A socially responsible traveller explores destinations beyond touristy hotspots and spends as much of their travel budget as possible to support the local community.  If you want to be aware of the social impact of your holiday, read this article. And if you decide to plan your next trip with these guidelines, you might notice a significant difference.

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1. When looking for accommodation or food, favor local homestays and restaurants

 

By sleeping in local homes and eating in restaurants owned by locals, you ensure the money you pay goes directly to local people. If spending your entire holiday in someone’s home feels like too much, try to find private guesthouses and bed & breakfasts owned by locals.  

Finding them might sometimes be more difficult, but you will be rewarded with an atmosphere way different than in international hotel chains. Also your wallet will praise your choice!

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2. Forget Lonely Planet and get familiar with the destination by asking around

 

Leave travel guides in your room and talk to locals - also someone else than the waiter of your restaurant. Ask tips about their favourite bars, restaurants and activities. 

You will hear about alternative experiences that you couldn’t find by following other tourists and travel routes. For example in Bali, locals who surf and practice yoga are extremely rare, although the general image about the island makes you to believe that.

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3. Do a little research on the companies selling you activities and excursions

 

As for sleeping and eating, also with your excursions you can decide who to give your money. By asking around and getting familiar with smaller, local companies you can avoid overpaying huge international organizations where your cash does not support the local economy.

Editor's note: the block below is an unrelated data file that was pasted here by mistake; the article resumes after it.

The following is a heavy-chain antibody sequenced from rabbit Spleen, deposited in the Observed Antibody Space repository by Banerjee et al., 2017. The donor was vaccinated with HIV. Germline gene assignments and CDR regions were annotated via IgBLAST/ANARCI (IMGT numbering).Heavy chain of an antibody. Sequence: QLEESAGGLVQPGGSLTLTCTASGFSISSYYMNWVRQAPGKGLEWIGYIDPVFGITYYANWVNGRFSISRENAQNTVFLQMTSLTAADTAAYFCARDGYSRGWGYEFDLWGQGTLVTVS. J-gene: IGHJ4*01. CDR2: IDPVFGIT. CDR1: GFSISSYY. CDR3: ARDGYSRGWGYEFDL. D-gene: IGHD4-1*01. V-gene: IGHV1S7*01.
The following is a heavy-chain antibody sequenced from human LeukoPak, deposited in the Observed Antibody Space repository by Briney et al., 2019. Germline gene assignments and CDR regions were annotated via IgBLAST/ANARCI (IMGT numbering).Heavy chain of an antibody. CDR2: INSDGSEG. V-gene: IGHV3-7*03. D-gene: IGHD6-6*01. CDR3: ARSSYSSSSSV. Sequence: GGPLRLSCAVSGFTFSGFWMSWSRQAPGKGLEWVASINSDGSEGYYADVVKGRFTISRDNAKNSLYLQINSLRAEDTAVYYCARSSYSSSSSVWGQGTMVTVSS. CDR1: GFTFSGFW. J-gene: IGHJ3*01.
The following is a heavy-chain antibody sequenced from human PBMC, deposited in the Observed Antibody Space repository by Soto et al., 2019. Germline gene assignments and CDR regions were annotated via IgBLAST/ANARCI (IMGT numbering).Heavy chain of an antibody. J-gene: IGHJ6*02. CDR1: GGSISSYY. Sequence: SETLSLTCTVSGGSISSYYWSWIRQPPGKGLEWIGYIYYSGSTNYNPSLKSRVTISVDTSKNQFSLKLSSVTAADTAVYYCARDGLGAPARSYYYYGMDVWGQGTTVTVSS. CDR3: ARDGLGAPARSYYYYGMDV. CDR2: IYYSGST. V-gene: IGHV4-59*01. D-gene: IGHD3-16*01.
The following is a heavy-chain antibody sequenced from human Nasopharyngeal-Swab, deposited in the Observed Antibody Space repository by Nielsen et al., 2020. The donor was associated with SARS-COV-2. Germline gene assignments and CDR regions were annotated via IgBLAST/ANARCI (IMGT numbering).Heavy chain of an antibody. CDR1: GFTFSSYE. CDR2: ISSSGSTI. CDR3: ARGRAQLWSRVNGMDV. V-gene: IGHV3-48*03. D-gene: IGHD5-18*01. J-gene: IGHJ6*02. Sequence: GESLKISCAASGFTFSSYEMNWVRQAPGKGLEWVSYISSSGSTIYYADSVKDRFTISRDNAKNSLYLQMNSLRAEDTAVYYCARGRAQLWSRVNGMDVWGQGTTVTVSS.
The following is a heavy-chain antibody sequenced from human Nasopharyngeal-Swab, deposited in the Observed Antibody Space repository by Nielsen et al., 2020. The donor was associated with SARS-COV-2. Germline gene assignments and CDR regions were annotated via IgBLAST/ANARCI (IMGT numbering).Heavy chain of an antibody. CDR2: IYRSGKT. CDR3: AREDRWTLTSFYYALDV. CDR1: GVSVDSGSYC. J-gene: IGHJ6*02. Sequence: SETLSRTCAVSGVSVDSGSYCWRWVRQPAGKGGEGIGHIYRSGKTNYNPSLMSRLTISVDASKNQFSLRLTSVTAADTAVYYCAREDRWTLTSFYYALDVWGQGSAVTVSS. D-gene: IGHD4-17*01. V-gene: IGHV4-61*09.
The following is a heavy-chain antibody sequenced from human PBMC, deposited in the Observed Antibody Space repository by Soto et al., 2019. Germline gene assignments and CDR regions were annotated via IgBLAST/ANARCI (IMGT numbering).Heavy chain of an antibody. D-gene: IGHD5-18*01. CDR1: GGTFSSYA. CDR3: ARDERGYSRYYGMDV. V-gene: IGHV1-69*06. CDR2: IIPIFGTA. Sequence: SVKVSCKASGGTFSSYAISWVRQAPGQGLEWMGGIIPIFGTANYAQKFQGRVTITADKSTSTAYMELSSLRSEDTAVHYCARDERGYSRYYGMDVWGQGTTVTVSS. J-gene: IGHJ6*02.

Duara Travels does not encourage you to support animal tourism where animals are touched, such as elephant treks or zoos with tigers for people to pet. 

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4. Dive into the local culture

A socially responsible traveller tries their best to adjust into the local culture. Taking part in the local community’s daily life is an honor for the villagers - as long as you do it with respect.

If you remember to dress accordingly and behave discreetly you will go a long way. With a bit of luck you might get to follow a hindu ceremony in a Sri Lankan temple, among other unforgettable experiences.

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5. Don’t forget to enjoy the small stuff

If your are staying in a local house, go the the market with your hosts, cook with them a speciality from your home country or participate to a football game with the neighbourhood’s children.

The locals appreciate your culture at least as much as you look up to theirs.

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6. Think what the best way to help is

If you want to help the locals somehow, weight first the positive and negative aspects of your actions. Bringing pens and clothes to street association, visiting an orphanage, or participating to voluntary programs are not always the best ways to contribute.

If the locals don’t know what they would need, accept it. It’s often more empowering to help the community to employ themselves by purchasing products and services from them, than by doing charity.

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7. During your trip focus on improving yourself but also others

 

You are not travelling only for you. Thanks to your visit the locals get a possibility to share about their culture, to learn new languages and to employ themselves.

When travelling in vulnerable destinations, break the stereotypes about cold and distant travellers by asking questions about their lives and by telling about yours.

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8. Forget about social media and focus on being here now

The most important tip for a modern traveller today. Forget to hunt for the perfect holiday picture for Instagram, relax and take pictures only when you really feel like it. This way your pictures will be more authentic, and maybe even better!

Text Salia Binaud. Photos by Duara.